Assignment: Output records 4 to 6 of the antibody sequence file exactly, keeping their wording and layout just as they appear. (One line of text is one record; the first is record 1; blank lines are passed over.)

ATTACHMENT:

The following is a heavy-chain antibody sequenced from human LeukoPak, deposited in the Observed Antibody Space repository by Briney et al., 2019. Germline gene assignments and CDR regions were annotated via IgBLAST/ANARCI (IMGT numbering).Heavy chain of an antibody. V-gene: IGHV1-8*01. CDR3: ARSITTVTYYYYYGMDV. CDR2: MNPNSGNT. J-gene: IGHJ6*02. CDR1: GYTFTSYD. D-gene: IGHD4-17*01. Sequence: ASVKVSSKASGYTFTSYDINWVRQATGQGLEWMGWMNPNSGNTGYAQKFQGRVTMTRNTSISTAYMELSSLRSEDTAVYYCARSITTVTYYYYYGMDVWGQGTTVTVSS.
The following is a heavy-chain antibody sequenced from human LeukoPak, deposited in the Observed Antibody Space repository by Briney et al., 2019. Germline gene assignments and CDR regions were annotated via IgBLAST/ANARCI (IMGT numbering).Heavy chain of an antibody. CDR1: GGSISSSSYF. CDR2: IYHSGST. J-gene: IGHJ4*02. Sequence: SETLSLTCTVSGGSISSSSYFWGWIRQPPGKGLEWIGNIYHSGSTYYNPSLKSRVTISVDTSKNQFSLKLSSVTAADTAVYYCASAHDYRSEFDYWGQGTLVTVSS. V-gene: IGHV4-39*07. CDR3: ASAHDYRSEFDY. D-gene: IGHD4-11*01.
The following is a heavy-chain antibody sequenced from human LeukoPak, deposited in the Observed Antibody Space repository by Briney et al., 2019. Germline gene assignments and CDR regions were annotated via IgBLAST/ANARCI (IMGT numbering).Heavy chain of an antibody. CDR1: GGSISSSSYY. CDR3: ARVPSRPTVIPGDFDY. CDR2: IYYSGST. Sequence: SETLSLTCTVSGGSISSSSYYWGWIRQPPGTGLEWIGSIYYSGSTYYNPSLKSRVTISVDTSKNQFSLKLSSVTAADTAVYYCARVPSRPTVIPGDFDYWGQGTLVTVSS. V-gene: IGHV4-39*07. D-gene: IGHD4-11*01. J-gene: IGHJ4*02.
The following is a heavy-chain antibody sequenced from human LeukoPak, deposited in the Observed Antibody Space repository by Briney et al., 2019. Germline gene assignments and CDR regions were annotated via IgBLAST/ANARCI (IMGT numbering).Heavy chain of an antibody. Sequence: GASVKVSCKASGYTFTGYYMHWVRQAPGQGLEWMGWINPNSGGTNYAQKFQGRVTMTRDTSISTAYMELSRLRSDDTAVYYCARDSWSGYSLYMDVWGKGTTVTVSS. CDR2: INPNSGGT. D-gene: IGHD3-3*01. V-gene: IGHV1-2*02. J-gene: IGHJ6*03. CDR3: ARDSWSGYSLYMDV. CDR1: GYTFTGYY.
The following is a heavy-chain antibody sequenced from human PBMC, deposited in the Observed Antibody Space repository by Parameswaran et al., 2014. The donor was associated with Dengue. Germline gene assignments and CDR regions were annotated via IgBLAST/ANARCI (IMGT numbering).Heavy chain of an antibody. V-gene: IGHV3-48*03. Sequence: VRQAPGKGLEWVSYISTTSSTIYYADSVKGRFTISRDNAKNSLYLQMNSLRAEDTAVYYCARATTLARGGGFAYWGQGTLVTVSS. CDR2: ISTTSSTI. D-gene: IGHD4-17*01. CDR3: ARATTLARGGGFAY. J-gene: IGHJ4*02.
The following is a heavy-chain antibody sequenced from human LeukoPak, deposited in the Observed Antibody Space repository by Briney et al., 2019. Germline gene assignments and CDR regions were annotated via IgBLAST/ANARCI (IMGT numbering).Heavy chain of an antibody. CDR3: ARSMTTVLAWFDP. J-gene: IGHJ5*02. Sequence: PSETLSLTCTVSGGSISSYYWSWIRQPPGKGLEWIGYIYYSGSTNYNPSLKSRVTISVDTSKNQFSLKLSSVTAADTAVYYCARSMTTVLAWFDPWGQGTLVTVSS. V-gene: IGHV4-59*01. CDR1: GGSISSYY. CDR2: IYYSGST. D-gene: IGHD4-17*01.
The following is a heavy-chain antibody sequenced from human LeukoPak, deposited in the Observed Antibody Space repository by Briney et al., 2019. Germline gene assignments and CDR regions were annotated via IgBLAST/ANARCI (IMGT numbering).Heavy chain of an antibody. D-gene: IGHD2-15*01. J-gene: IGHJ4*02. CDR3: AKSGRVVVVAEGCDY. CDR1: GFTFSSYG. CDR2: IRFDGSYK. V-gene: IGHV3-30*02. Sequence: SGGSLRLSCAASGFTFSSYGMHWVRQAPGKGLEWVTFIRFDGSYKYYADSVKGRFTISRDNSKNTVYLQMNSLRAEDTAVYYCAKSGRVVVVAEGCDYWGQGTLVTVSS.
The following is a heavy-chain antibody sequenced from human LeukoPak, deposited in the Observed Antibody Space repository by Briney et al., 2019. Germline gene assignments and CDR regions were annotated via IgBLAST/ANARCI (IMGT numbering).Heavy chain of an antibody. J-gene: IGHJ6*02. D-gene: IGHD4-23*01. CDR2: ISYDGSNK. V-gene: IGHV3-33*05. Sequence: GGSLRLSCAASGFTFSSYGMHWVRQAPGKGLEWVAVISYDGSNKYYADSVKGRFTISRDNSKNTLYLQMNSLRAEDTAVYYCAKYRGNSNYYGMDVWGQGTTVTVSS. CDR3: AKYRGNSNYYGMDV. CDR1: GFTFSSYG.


The following is a heavy-chain antibody sequenced from human LeukoPak, deposited in the Observed Antibody Space repository by Briney et al., 2019. Germline gene assignments and CDR regions were annotated via IgBLAST/ANARCI (IMGT numbering).Heavy chain of an antibody. Sequence: GASVKVSCKASGYTFTGYYMHWVRQAPGQGLEWMGWINPNSGGTNYAQKFQGRVTMTRDTSISTAYMELSRLRSDDTAVYYCARDSWSGYSLYMDVWGKGTTVTVSS. CDR2: INPNSGGT. D-gene: IGHD3-3*01. V-gene: IGHV1-2*02. J-gene: IGHJ6*03. CDR3: ARDSWSGYSLYMDV. CDR1: GYTFTGYY.
The following is a heavy-chain antibody sequenced from human PBMC, deposited in the Observed Antibody Space repository by Parameswaran et al., 2014. The donor was associated with Dengue. Germline gene assignments and CDR regions were annotated via IgBLAST/ANARCI (IMGT numbering).Heavy chain of an antibody. V-gene: IGHV3-48*03. Sequence: VRQAPGKGLEWVSYISTTSSTIYYADSVKGRFTISRDNAKNSLYLQMNSLRAEDTAVYYCARATTLARGGGFAYWGQGTLVTVSS. CDR2: ISTTSSTI. D-gene: IGHD4-17*01. CDR3: ARATTLARGGGFAY. J-gene: IGHJ4*02.
The following is a heavy-chain antibody sequenced from human LeukoPak, deposited in the Observed Antibody Space repository by Briney et al., 2019. Germline gene assignments and CDR regions were annotated via IgBLAST/ANARCI (IMGT numbering).Heavy chain of an antibody. CDR3: ARSMTTVLAWFDP. J-gene: IGHJ5*02. Sequence: PSETLSLTCTVSGGSISSYYWSWIRQPPGKGLEWIGYIYYSGSTNYNPSLKSRVTISVDTSKNQFSLKLSSVTAADTAVYYCARSMTTVLAWFDPWGQGTLVTVSS. V-gene: IGHV4-59*01. CDR1: GGSISSYY. CDR2: IYYSGST. D-gene: IGHD4-17*01.